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Making Space for Conversation

by Lynn Lancaster, Forest Hills Jewish Center


I’ve been thinking a lot about conversations since the LOMED “Living and Learning” on Sunday. Small groups of educators at a lovely restaurant relaxed and engaged in animated conversation about the role of conversations in our work. The subject was serious but the setting changed the tone. Good food, relaxed setting, wonderful colleagues devoted to the same work and a place where all we needed to do was focus on each other. Our stories are powerful, but it is only when conversation takes place that that critical relationship that Buber would define as “I-thou” takes place.

So I am thinking about the conversations that have taken place this year at Forest Hills and why they worked. Book groups in families' homes- relaxed and welcoming setting, families at ease, and a common interest. Mix it all together and the conversation was great.  Who knew that there was so much Jewish content in “The Diary of a Wimpy Kid”? We’ve looked for places in our building that feel like home. Nooks and crannies, studies, I've even found room for a couch and chairs in my full to the brim office.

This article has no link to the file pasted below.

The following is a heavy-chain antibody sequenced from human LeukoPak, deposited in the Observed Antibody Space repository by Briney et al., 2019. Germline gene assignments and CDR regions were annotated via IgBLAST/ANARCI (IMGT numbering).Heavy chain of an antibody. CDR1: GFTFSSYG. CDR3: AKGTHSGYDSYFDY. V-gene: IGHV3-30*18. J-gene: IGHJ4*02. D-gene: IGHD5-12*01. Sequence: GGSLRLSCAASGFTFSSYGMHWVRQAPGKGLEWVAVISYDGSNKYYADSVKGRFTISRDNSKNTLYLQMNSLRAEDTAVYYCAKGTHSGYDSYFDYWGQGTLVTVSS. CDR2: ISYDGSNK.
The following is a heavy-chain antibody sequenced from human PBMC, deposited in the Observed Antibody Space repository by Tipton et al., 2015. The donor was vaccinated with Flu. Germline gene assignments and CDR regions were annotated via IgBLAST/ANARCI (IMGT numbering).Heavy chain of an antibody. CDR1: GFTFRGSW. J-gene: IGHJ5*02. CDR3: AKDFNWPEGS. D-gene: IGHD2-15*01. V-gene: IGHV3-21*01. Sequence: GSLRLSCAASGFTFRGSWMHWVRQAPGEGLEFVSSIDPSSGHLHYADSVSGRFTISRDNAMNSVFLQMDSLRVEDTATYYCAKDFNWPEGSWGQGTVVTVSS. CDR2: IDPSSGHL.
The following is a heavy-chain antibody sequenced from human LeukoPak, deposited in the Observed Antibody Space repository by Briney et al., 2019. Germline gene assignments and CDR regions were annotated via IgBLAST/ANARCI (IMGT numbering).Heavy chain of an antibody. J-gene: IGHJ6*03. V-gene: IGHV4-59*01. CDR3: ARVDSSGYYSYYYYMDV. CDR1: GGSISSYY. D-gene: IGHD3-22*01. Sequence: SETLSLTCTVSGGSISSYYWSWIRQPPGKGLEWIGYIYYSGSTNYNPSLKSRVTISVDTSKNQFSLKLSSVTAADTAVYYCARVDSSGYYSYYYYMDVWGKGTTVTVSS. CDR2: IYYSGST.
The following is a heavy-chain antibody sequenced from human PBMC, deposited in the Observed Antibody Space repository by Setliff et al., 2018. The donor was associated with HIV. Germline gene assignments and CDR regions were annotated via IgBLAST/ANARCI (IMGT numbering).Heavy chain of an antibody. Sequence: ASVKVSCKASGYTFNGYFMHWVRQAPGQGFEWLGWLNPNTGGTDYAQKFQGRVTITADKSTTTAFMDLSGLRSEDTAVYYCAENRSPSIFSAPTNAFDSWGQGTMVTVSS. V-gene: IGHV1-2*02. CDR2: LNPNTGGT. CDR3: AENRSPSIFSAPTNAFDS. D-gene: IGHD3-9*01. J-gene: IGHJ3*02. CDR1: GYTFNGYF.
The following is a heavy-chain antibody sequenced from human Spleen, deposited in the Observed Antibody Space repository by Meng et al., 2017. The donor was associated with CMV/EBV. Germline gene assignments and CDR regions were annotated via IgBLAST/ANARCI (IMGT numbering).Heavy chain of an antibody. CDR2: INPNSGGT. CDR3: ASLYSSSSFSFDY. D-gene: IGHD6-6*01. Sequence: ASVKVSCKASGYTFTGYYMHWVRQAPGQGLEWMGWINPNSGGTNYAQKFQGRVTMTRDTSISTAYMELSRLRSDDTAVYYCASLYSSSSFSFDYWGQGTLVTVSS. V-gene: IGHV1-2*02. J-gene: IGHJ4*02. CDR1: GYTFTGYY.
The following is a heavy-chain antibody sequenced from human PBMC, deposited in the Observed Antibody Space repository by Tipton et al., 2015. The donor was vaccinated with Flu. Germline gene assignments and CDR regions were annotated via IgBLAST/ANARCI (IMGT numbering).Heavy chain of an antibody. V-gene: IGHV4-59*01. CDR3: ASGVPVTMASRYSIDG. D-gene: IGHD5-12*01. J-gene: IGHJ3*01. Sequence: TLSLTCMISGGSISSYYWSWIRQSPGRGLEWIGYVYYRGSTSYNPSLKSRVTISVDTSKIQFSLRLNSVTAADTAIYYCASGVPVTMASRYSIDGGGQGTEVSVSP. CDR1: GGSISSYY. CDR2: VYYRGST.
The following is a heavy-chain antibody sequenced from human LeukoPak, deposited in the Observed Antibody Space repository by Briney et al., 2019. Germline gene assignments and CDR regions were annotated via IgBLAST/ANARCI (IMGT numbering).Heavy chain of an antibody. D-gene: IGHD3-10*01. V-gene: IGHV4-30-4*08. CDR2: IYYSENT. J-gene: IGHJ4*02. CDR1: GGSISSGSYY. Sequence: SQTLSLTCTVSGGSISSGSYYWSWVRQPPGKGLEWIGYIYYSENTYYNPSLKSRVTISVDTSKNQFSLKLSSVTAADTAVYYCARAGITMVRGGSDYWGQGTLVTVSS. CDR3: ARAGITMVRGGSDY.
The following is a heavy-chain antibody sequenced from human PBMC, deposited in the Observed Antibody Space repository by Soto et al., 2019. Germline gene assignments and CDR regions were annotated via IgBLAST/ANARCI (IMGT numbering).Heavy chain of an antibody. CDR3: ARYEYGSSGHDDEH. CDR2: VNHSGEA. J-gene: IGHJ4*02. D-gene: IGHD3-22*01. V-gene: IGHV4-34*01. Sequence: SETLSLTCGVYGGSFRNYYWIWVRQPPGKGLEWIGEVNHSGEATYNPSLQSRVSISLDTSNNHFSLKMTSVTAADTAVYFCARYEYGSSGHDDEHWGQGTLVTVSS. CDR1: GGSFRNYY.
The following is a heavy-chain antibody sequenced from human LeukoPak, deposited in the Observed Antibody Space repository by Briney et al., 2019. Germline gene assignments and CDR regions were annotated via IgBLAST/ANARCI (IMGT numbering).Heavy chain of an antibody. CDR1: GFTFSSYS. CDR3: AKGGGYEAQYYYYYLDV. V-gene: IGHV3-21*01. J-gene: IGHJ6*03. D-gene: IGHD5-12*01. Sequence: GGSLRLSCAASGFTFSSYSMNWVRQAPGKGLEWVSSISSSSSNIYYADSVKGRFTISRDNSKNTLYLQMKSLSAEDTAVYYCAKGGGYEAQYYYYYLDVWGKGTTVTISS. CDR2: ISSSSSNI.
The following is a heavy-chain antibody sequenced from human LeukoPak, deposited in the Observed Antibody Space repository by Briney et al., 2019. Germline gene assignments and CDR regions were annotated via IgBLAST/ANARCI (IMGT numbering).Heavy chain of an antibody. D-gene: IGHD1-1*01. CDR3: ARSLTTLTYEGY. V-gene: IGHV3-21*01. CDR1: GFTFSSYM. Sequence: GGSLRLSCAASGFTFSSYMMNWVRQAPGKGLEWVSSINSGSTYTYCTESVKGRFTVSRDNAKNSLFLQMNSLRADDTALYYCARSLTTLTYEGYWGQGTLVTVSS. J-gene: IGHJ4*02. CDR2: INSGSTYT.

Conversations need room, not just physically but emotionally.  Some of them are about particular subjects but what about the conversations that take place spontaneously. Do we have room in the world of Jewish education for those?  We have begun hosting shul-wide Shabbat play dates following Family Services.  Kids of all ages playing basketball, sitting in corners talking, board games of all sorts, ping pong – all in the same room. Parents drop in, teachers drop in. Just families, fun, community, and conversation. I think that those conversations are equally valuable. 

In the coming months I hope to figure out more ways to provide the time and place for more conversations. Perhaps that is one of the critical changes we need to make. We know how to facilitate discussions, but what do we need to do to push ourselves towards content rich relational conversations in our learning opportunities and to provide Jewish settings where everyday conversations abound?  

Perhaps the process starts through listening.

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